Overgrown nature strip on suburban block, long grass, weeds


Time to tidy up your nature strip

Published: 15 Oct 2020 11:46am

The wet start to Spring has given rise to abundant growth of grass and weeds on lawns and nature strips across the Wagga Wagga LGA.

Wagga Wagga City Council is reminding landowners it is their responsibility to ensure nature strips along the boundary of their property are maintained for safe pedestrian access.

Council has an ‘Activities in Public Road Reserves Policy’ as well as ‘Guidelines for Landscaping of Nature Strips’.

Road Reserves Activities Officer Stephen Johnson said these require that residents keep nature strips free of litter, and in a generally tidy state.

“They are all about allowing pedestrians, particularly elderly and vision impaired persons or those with prams, to access the strip freely and safely,” Mr Johnson said.

“It’s also important to ensure visibility for motorists, cyclists and pedestrians at intersections or curves in the road and near driveways.

“We encourage you to do your part by not letting your nature strip get overgrown with long grass and weeds, or shrubs blocking footpaths or overhanging tree branches obstructing pedestrian access.

“The idea is to keep a regular maintenance program of the area between the front of your property and the kerb.”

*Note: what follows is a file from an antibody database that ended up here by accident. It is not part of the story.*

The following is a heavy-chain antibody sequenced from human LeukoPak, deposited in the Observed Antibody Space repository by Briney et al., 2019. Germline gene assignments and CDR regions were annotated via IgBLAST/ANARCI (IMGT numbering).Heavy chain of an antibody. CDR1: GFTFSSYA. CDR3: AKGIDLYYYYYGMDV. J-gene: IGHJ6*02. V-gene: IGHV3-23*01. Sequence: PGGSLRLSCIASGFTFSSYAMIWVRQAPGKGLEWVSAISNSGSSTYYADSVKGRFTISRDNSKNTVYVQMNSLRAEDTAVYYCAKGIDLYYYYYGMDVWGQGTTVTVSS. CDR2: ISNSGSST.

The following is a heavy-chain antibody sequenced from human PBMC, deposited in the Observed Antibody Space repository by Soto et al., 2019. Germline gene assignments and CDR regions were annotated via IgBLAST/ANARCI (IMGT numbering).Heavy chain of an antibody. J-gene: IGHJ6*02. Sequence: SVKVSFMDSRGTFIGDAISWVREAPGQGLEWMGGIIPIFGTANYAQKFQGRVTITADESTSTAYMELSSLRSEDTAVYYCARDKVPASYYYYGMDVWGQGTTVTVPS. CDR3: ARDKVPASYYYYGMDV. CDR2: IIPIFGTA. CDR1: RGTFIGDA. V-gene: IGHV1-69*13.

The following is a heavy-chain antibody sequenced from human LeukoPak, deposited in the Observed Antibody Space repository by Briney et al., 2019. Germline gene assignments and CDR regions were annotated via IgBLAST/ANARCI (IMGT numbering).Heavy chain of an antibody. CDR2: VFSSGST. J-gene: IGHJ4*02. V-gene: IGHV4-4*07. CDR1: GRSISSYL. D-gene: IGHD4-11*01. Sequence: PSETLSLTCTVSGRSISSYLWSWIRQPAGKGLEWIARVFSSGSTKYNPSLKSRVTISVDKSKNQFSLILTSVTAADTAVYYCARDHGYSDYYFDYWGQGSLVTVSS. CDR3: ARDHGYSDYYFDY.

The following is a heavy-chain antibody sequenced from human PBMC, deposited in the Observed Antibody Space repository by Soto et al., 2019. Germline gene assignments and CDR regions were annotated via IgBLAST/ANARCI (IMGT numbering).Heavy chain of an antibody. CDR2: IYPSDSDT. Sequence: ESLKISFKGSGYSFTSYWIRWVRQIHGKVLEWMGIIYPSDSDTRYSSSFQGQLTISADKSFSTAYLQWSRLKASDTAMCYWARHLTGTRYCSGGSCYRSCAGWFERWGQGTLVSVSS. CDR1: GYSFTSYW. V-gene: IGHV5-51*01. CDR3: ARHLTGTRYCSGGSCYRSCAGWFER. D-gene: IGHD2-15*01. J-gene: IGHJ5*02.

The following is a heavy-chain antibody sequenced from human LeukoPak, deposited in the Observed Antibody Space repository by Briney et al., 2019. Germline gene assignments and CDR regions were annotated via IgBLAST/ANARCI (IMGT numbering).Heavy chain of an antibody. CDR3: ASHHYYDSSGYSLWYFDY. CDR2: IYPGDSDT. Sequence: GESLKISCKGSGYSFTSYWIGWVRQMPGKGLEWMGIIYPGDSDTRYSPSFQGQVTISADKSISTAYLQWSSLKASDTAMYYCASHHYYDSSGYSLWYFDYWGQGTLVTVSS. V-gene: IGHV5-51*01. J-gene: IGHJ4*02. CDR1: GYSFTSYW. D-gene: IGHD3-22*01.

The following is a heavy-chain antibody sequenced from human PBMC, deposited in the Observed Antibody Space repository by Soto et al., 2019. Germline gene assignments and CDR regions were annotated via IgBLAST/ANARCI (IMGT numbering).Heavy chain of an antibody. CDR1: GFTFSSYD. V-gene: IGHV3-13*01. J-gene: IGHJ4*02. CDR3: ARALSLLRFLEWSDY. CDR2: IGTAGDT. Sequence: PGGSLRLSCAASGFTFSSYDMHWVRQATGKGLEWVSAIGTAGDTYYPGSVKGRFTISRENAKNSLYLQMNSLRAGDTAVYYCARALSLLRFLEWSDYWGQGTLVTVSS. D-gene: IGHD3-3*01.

Council has an inspection regime in place for footpaths and nature strips, with officers currently out and about, knocking on doors and leaving a letter at properties where the nature strip needs to be tidied up.

Letters are also being sent to local real estate agents to ensure they are regularly checking on rental properties.

Man in safety vest crouches on nature strip where part of it is overgrown and the other part is mown
START UP THE MOWER: Wagga Wagga City Council’s Road Reserves Activities Officer Stephen Johnson urges residents to keep their nature strips tidy as we head towards summer.

Mr Johnson said maintaining your nature strip is part of creating a safer neighbourhood for everyone.

“As the weather warms up, there could be snakes hiding in the long grass,” Mr Johnson said. “It can also give vermin like mice and rats somewhere to nest, which in turn, attracts snakes.

“Everything’s nice and green now, but when it dies off as we head towards summer, then it becomes a fire hazard.

“It only takes one not-so-bright spark to throw a live cigarette butt out the window of a vehicle or flick it away as they walk along a street, to cause a grass fire.

“If your neighbour is an elderly person, or they’re struggling due a job loss, illness or injury, then knock on the door and offer to mow their nature strip when you’re doing your own.

“It only takes an extra five minutes, but it can have such a positive impact, on your neighbour, and the entire neighbourhood.”

More information about nature strip maintenance can be found on the Nature Strips & Footpaths page on Council's website.